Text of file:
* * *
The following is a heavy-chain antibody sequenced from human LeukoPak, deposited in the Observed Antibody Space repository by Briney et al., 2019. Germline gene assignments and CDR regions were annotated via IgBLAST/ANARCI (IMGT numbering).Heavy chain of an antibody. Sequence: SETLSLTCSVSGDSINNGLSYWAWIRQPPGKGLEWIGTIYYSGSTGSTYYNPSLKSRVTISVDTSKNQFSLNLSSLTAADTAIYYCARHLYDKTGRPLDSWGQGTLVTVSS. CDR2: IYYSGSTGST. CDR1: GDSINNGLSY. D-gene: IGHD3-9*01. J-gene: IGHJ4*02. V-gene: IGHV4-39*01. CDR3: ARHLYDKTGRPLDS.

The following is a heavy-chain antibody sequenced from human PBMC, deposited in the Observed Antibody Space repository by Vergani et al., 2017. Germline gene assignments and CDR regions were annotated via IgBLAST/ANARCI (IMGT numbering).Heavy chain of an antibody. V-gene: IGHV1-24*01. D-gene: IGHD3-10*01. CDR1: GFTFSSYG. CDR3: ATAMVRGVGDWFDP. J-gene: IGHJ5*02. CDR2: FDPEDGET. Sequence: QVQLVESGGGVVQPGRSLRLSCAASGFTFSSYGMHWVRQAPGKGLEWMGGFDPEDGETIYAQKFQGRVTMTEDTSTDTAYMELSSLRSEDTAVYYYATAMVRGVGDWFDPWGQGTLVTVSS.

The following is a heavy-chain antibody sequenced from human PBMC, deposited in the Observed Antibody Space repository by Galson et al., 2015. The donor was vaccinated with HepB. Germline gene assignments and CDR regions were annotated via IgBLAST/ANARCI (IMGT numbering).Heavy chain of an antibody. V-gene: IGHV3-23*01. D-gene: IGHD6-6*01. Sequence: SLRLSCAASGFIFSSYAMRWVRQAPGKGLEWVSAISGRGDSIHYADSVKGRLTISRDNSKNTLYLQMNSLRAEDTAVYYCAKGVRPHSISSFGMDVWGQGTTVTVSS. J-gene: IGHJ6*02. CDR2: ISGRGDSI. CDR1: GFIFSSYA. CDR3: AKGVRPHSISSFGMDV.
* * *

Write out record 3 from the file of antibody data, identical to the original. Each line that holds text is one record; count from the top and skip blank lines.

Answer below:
The following is a heavy-chain antibody sequenced from human PBMC, deposited in the Observed Antibody Space repository by Galson et al., 2015. The donor was vaccinated with HepB. Germline gene assignments and CDR regions were annotated via IgBLAST/ANARCI (IMGT numbering).Heavy chain of an antibody. V-gene: IGHV3-23*01. D-gene: IGHD6-6*01. Sequence: SLRLSCAASGFIFSSYAMRWVRQAPGKGLEWVSAISGRGDSIHYADSVKGRLTISRDNSKNTLYLQMNSLRAEDTAVYYCAKGVRPHSISSFGMDVWGQGTTVTVSS. J-gene: IGHJ6*02. CDR2: ISGRGDSI. CDR1: GFIFSSYA. CDR3: AKGVRPHSISSFGMDV.